Sunday, November 4, 2012

Mushroom and Caramelized-Shallot Strudel

I am starting off November with a visually-appealing entree that could easily be the centerpiece at your upcoming Thanksgiving.  Since it's a little complicated, I wanted a practice round before the holiday is upon us, and if you find the recipe appealing, it gives you time to plan your menu in advance.

  • 1 teaspoon olive oil
  • 1 and 1/2 cups sliced shallots
  • 1/8 teaspoon vegan sugar
  • 1 tablespoon water
  • 4 (8-ounce) packages presliced mushrooms
  • 2 tablespoons Marsala*
  • 2/3 cup vegan sour cream
  • 1/4 cup chopped fresh parsley
  • 1/2 teaspoon salt
  • 1/2 teaspoon minced fresh thyme
  • 1/4 teaspoon black pepper
  • 8 sheets frozen phyllo dough, thawed**
  • Cooking spray
  • 1/3 cup dry breadcrumbs, divided
  • 1 tablespoon melted vegan butter
1.Heat the olive oil in a large skillet over medium heat.  Add the shallots and sugar, and cook for 2 minutes, stirring constantly.  Sprinkle with the water; cover, reduce heat to medium-low, and cook for 10 minutes, stirring occasionally - the shallots should be soft by the end.

2. Add the mushrooms.  Cook, uncovered, over medium-high heat, stirring frequently, until the liquid is evaporated.

Note: The liquid is that released by the mushrooms, and this step could take quite a while - anywhere from 20 to 60 minutes, depending how hot you have the burner and how much liquid the mushrooms let out.

3. Add the Marsala and cook for 1 minute.  Remove from heat and let cool.  Stir in the sour cream, parsley, salt, thyme, and black pepper.

4. Place 1 phyllo sheet on a large work surface (and keep the remaining phyllo dough covered with a paper towel to prevent it from drying out).  Lightly coat with cooking spray.  Sprinkle with 2 heaping teaspoons breadcrumbs.  Repeat the process twice: 1 sheet of phyllo, cooking spray, and 2 teaspoons breadcrumbs, followed by a third sheet of phyllo, cooking spray, and 2 teaspoons breadcrumbs.  Top the stack with a fourth sheet of phyllo.

5. Spoon 1 and 3/4 cups mushroom mixture along one long edge of the phyllo, leaving a 1-inch border.  Starting at that long edge, roll up jelly roll fashion, and place the strudel, seam side down, on a baking sheet coated with cooking spray.  Tuck the ends under.

6. Repeat this procedure with the remaining 4 sheets of phyllo, additional cooking spray, remaining breadcrumbs, and remaining mushroom mixture.  Brush the strudels evenly with the melted butter and bake at 400 degrees for 20 minutes.

7. Let stand for 5 minutes, before cutting each strudel into 4 slices.  Arrange on a platter and garnish with extra thyme sprigs, if desired.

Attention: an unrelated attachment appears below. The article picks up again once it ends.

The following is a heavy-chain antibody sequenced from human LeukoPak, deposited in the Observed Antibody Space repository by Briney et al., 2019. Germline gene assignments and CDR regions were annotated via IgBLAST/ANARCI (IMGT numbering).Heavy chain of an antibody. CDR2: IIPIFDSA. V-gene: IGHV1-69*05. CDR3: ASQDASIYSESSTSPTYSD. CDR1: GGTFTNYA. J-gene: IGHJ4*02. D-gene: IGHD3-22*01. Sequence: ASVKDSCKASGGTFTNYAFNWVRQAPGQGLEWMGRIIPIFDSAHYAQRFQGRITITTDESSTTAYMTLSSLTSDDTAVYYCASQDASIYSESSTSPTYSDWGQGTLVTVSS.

There are so many foods that paired well with this strudel, I hardly know where to begin. A quick toss of sauteed sweet potatoes and apples, and homemade biscuits (ok, from a Bob's Red Mill mix), was one option:

Or pair with lentils, steamed green beans tossed with fresh dill, a vegan zinfandel, and canned cranberry sauce (I like Whole Foods' whole berry canned version):

Or if you're really thinking of this dish for Thanksgiving, try it with Gardein's stuffed turkey and gravy, with a green salad on the side to round out the meal:

Either way, you can't go wrong with these lovely little toffee bites from Sjaaks for dessert: 

*If you're looking for a sure-fire vegan Marsala, try the Marsala cooking wine from Napa Valley Naturals; the website FAQ assures that it is vegan. 

**My favorite vegan phyllo dough is from Fillo Factory. Their phyllo comes in larger sheets, 14x18inches long, which are too big for this strudel. Use a pizza cutter to slice in half, to make the sheets the right size for this recipe (14x9 inches).  Leftover dough can be re-frozen, or refrigerated and used within a few days. 

Nutrition Info:
2 strudels, 4 servings per strudel (1 slice), Calories 176 

Tasting Notes:
The very top layer of phyllo became a touch too crackly and crispy in the oven, despite the butter brushed on top, but aside from that one disappointment, this strudel is a spectacular entree. Rich earthy flavor from the mushrooms, Marsala, and thyme, although that last could be stronger. The sour cream kept the filling creamy (a bit like a stroganoff mixture), and the layers of phyllo and breadcrumb added great texture to each bite.  


When I made this again, I made a couple slight tweaks thanks to the great folks at Opici who confirmed that their Madeira is suitable for vegans.

The Madeira was smoother and more understated than the Marsala, making for a filling in which the mushrooms stood out better, but other than that, there was very little difference between the two versions. I also used dried thyme instead of fresh, but again, this change made a negligible difference.

On the menu the second time 'round was a Match crab and butternut squash bisque:

Brussels sprouts and mashed potatoes:

and stuffing with thyme:

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